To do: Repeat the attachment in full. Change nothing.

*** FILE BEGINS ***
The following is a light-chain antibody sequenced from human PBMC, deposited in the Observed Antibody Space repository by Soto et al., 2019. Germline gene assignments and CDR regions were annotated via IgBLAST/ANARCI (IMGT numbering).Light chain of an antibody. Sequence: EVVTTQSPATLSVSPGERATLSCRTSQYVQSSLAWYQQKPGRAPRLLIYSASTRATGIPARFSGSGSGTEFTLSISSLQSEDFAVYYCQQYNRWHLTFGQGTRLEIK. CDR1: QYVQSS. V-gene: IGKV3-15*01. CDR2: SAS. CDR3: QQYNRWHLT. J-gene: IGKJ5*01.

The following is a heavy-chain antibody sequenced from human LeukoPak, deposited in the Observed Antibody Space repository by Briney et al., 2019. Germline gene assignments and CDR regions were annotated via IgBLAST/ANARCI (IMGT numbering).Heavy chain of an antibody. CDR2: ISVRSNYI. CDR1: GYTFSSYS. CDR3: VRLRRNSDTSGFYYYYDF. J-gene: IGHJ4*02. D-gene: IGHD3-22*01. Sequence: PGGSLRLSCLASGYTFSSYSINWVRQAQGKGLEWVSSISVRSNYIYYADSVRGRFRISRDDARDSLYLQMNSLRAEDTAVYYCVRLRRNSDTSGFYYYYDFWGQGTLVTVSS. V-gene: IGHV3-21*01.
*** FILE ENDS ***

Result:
The following is a light-chain antibody sequenced from human PBMC, deposited in the Observed Antibody Space repository by Soto et al., 2019. Germline gene assignments and CDR regions were annotated via IgBLAST/ANARCI (IMGT numbering).Light chain of an antibody. Sequence: EVVTTQSPATLSVSPGERATLSCRTSQYVQSSLAWYQQKPGRAPRLLIYSASTRATGIPARFSGSGSGTEFTLSISSLQSEDFAVYYCQQYNRWHLTFGQGTRLEIK. CDR1: QYVQSS. V-gene: IGKV3-15*01. CDR2: SAS. CDR3: QQYNRWHLT. J-gene: IGKJ5*01.

The following is a heavy-chain antibody sequenced from human LeukoPak, deposited in the Observed Antibody Space repository by Briney et al., 2019. Germline gene assignments and CDR regions were annotated via IgBLAST/ANARCI (IMGT numbering).Heavy chain of an antibody. CDR2: ISVRSNYI. CDR1: GYTFSSYS. CDR3: VRLRRNSDTSGFYYYYDF. J-gene: IGHJ4*02. D-gene: IGHD3-22*01. Sequence: PGGSLRLSCLASGYTFSSYSINWVRQAQGKGLEWVSSISVRSNYIYYADSVRGRFRISRDDARDSLYLQMNSLRAEDTAVYYCVRLRRNSDTSGFYYYYDFWGQGTLVTVSS. V-gene: IGHV3-21*01.